Converting from Cartesian to polar form

nacho

Active member
another question:

convert $|\frac{1-i}{3}|$ to polar form

i am getting $\frac{\sqrt{2}}{3} e^{\frac{i\pi}{4}}$

but the solutions say:
$e^{\frac{-i\pi}{4}}$

i did
$x = r\cos(\theta)$ and $y=r\sin(\theta)$
so

$\frac{1}{3} = {\frac{\sqrt{2}}{3}}\cos(\theta)$
$\frac{1}{3} = \cos(\theta)$
And thus $\theta = \frac{\pi}{4}$
similarly, the same was determined for $\sin(\theta)$

What did I do wrong, why didn't i obtain a negative?
Also, is there a shorter method to find the ans? I would love if someone could give me a fully worked solution with the most efficient way to get the answer.

THanks.

ZaidAlyafey

Well-known member
MHB Math Helper
another question:

convert $|\frac{1-i}{3}|$ to polar form
The absolute value in complex analysis represents the modulus so the result will be a positive real number.

Opalg

MHB Oldtimer
Staff member
another question:

convert $|\frac{1-i}{3}|$ to polar form

i am getting $\frac{\sqrt{2}}{3} e^{\frac{i\pi}{4}}$

but the solutions say:
$e^{\frac{-i\pi}{4}}$

i did
$x = r\cos(\theta)$ and $y=r\sin(\theta)$
so

$\frac{1}{3} = {\frac{\sqrt{2}}{3}}\cos(\theta)$
$\frac{1}{3} = \cos(\theta)$ This is wrong: $\color{red}{\cos\theta}$ should be $\color{red}{1/\sqrt2}$.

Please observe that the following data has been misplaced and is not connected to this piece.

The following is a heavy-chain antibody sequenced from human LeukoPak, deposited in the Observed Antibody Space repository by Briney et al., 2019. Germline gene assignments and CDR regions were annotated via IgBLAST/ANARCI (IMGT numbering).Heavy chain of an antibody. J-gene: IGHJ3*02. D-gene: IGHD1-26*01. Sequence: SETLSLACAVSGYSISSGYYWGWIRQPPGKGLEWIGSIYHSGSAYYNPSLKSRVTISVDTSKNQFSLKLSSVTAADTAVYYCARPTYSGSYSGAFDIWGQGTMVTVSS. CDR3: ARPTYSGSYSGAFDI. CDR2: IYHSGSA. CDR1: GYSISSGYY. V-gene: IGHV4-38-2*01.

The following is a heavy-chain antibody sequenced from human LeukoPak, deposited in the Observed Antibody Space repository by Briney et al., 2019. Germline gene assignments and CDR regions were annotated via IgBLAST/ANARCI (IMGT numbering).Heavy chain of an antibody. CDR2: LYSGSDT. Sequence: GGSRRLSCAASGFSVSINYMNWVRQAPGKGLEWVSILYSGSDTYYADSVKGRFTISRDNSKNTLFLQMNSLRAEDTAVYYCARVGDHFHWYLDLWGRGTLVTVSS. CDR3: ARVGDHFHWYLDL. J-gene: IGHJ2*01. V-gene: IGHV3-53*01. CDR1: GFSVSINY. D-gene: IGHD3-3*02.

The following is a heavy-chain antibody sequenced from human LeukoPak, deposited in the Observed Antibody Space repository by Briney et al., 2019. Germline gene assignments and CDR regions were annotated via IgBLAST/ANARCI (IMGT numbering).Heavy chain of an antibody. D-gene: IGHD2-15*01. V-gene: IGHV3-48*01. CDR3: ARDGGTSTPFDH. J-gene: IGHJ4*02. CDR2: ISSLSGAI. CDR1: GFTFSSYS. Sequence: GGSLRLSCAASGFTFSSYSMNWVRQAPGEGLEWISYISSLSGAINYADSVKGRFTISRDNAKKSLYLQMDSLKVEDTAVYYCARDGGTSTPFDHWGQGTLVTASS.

And thus $\theta = \color{red}{\pm}\frac{\pi}{4}$
similarly, the same was determined for $\sin(\theta)$

What did I do wrong, why didn't i obtain a negative?
Also, is there a shorter method to find the ans? I would love if someone could give me a fully worked solution with the most efficient way to get the answer.

THanks.
[I assume the mod signs should not be there, otherwise as ZaidAlyafey says the result should be a positive real number and $\theta$ will be zero.]

When converting to polar form, you should always check which quadrant the number lies in. In this case, $1-i$ is in the fourth quadrant, so $\cos\theta$ will be positive but $\sin\theta$ will be negative. This means that you should choose the negative value for $\theta$.

nacho

Active member
Sorry, both typos

The absolute value shouldn't have been there, and I had the correct workings but transcribed them onto here incorrectly!

Thanks for the note about the $1+i$ lying in the 4th quadrant,
I never looked at it the correct way from the beginning! This has been my flaw up until now.

Thank you !!

Petrus

Well-known member
Thanks for the note about the $1+i$ lying in the 4th quadrant,
just to make sure you mean that $$\displaystyle 1-i$$ lying in the 4th quadrant cause $$\displaystyle 1+i$$ lying in the first quadrant

Regards,
$$\displaystyle |\pi\rangle$$

nacho

Active member
just to make sure you mean that $$\displaystyle 1-i$$ lying in the 4th quadrant cause $$\displaystyle 1+i$$ lying in the first quadrant

Regards,
$$\displaystyle |\pi\rangle$$
thanks for the concern
I seem to be making typos all over the place! that's what I meant.

I didn't understand at first you could look at the points these way.

for instance, $1-i$ is referring to a coordinate, correct?

Yet whenever I think of coordinates, I think only in terms of $(1,-i)$ notation